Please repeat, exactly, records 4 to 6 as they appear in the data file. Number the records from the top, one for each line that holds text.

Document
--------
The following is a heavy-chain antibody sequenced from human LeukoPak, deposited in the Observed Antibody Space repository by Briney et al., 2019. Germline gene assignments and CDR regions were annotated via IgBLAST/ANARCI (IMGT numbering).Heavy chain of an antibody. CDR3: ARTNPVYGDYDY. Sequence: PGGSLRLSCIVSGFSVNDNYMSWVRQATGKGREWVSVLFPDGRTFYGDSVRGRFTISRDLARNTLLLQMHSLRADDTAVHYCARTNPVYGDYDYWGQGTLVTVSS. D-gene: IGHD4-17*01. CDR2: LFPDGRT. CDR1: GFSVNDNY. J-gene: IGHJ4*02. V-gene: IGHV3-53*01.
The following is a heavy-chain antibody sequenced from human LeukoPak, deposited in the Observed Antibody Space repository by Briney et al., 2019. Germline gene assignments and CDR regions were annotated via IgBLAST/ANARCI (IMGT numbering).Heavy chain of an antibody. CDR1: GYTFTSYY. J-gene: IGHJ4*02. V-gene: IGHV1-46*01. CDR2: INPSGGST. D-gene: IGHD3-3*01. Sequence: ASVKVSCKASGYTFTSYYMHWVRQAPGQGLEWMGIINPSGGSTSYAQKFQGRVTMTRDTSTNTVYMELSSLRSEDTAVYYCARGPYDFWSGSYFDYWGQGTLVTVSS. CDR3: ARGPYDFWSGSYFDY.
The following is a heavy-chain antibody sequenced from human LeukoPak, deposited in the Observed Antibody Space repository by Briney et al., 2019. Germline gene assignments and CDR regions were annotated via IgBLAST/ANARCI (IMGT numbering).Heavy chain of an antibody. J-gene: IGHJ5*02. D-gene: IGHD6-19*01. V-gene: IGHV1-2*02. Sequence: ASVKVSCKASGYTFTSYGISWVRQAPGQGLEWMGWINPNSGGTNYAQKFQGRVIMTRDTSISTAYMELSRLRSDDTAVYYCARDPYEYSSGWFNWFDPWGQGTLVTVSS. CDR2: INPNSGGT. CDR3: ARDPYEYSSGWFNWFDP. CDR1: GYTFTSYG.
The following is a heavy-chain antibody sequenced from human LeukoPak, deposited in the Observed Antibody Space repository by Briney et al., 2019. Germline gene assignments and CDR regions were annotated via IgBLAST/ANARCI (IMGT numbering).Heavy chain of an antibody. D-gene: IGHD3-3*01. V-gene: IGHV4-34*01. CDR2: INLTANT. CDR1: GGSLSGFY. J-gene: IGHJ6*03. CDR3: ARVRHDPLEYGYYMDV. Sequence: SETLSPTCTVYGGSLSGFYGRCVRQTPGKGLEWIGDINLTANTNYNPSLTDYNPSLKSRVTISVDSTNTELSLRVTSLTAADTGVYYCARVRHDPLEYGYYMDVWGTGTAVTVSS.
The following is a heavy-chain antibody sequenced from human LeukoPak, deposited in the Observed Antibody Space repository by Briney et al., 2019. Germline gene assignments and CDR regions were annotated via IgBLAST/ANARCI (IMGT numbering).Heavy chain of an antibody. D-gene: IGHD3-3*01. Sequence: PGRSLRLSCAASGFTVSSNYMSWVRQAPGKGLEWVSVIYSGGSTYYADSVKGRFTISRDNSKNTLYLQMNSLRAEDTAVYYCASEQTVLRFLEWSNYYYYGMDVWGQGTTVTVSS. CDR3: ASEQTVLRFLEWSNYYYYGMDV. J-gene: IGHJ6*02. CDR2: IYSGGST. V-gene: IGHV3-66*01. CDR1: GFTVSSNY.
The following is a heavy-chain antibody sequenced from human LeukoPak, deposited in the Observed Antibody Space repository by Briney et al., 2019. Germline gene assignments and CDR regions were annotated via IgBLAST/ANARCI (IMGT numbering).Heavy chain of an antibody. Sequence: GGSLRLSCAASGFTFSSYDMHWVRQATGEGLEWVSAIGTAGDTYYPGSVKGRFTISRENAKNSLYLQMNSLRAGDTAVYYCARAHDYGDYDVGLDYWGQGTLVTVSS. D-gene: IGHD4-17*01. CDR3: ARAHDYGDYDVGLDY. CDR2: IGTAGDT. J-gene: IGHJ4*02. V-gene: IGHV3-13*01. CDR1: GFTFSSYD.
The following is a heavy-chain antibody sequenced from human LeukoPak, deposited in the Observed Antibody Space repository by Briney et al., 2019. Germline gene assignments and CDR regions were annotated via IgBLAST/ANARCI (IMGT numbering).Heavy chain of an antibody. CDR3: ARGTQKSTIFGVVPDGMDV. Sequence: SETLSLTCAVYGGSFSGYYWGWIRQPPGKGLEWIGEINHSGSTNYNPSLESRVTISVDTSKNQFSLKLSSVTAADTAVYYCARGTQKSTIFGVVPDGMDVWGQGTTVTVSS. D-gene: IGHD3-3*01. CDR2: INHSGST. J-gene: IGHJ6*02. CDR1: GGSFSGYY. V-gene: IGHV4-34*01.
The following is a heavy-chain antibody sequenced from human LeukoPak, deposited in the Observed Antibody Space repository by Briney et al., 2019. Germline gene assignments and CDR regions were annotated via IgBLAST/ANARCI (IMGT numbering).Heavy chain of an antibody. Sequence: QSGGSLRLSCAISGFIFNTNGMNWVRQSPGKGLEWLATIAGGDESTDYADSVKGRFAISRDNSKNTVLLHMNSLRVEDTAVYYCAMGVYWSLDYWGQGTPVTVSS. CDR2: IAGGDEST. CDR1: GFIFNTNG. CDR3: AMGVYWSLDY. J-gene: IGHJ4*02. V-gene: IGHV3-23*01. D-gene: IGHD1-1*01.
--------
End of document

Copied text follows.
The following is a heavy-chain antibody sequenced from human LeukoPak, deposited in the Observed Antibody Space repository by Briney et al., 2019. Germline gene assignments and CDR regions were annotated via IgBLAST/ANARCI (IMGT numbering).Heavy chain of an antibody. D-gene: IGHD3-3*01. V-gene: IGHV4-34*01. CDR2: INLTANT. CDR1: GGSLSGFY. J-gene: IGHJ6*03. CDR3: ARVRHDPLEYGYYMDV. Sequence: SETLSPTCTVYGGSLSGFYGRCVRQTPGKGLEWIGDINLTANTNYNPSLTDYNPSLKSRVTISVDSTNTELSLRVTSLTAADTGVYYCARVRHDPLEYGYYMDVWGTGTAVTVSS.
The following is a heavy-chain antibody sequenced from human LeukoPak, deposited in the Observed Antibody Space repository by Briney et al., 2019. Germline gene assignments and CDR regions were annotated via IgBLAST/ANARCI (IMGT numbering).Heavy chain of an antibody. D-gene: IGHD3-3*01. Sequence: PGRSLRLSCAASGFTVSSNYMSWVRQAPGKGLEWVSVIYSGGSTYYADSVKGRFTISRDNSKNTLYLQMNSLRAEDTAVYYCASEQTVLRFLEWSNYYYYGMDVWGQGTTVTVSS. CDR3: ASEQTVLRFLEWSNYYYYGMDV. J-gene: IGHJ6*02. CDR2: IYSGGST. V-gene: IGHV3-66*01. CDR1: GFTVSSNY.
The following is a heavy-chain antibody sequenced from human LeukoPak, deposited in the Observed Antibody Space repository by Briney et al., 2019. Germline gene assignments and CDR regions were annotated via IgBLAST/ANARCI (IMGT numbering).Heavy chain of an antibody. Sequence: GGSLRLSCAASGFTFSSYDMHWVRQATGEGLEWVSAIGTAGDTYYPGSVKGRFTISRENAKNSLYLQMNSLRAGDTAVYYCARAHDYGDYDVGLDYWGQGTLVTVSS. D-gene: IGHD4-17*01. CDR3: ARAHDYGDYDVGLDY. CDR2: IGTAGDT. J-gene: IGHJ4*02. V-gene: IGHV3-13*01. CDR1: GFTFSSYD.